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New York University Libraries: Looking Forward, Looking Back

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Kimberly Tarr in NYU Libraries’ Film Preservation lab

Last fall, I returned to New York University to take on the role of managing the film, video, and audio preservation program within NYU Libraries. Previously, I had served as a graduate student worker in the preservation media labs while attending the Moving Image Archiving and Preservation (MIAP) Master’s program, so in many ways it felt like coming home. It had been nearly four years, but my familiarity with the institution and the staff made me enthusiastic about the work at hand.

To care for the increasing number of moving image materials within its collections, NYU developed a preservation unit specifically to handle film and video.  A generous donation from philanthropist Barbara Goldsmith funded an expansion of NYU’s preservation program to include non-book and non-paper collections and, in 2003, the Andrew W. Mellon Foundation provided support for the programmatic development of a moving image preservation initiative. Currently, the moving image and sound preservation program at NYU Libraries is one of the more mature and robust programs of its kind situated within an academic library.

Since its inception in 2003, the Media Preservation unit has worked hand-in-hand with the curatorial staff of Fales LibraryThe Tamiment Library and Robert F. Wagner Labor Archives, and the University Archives to identify collections in need of care, provide conservation treatment, and transfer video and audio collection materials to digital preservation masters, both in-house and via specialized vendors. We have the in-house capability to transfer video (U-matic, VHS, S-VHS, Betacam, Betacam SP, Hi-8, DVCAM, miniDV, and Digibeta) and audio (¼-inch open reel, audiocassette, DAT, compact disc, and phonodisc), and we also conduct film-to-film preservation when grant or donor funding is available.[1] We’re supported in our work by the Digital Library Technical Services (DLTS) team, which provides both technical guidance and support to our unit, and manages the digital repository.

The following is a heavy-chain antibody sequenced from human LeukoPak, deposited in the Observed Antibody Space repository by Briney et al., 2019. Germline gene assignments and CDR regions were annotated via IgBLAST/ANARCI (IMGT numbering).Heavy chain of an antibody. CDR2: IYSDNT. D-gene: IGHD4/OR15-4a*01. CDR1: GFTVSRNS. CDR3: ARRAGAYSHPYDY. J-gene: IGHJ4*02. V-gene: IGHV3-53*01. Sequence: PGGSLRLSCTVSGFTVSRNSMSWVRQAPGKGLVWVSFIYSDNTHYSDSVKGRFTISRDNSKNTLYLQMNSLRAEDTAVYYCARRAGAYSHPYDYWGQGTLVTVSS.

A Hat for Every Day

What I love about my job is the sheer variety of formats and types of materials which we encounter on a daily basis, and the array of hats it allows me to wear. Just last week, we conducted quality control on the artist Larry Rivers’ videos (transferred from ½-inch); digitized an interview with Woody Allen discussing his involvement with the Tamiment Playhouse; and considered funding opportunities for the Sunrise Semester Collection, an NYU collaboration with CBS that commenced in 1957 — and may very well be the first distance learning endeavor. This role allows me to develop grant proposals and budgets, manage our outsourced vendor projects, and oversee production in our film, video, and audio labs. Our two stellar staff members do the lion’s share of the in-house transfer work and student workers (often from the MIAP program) support the day-to-day activities.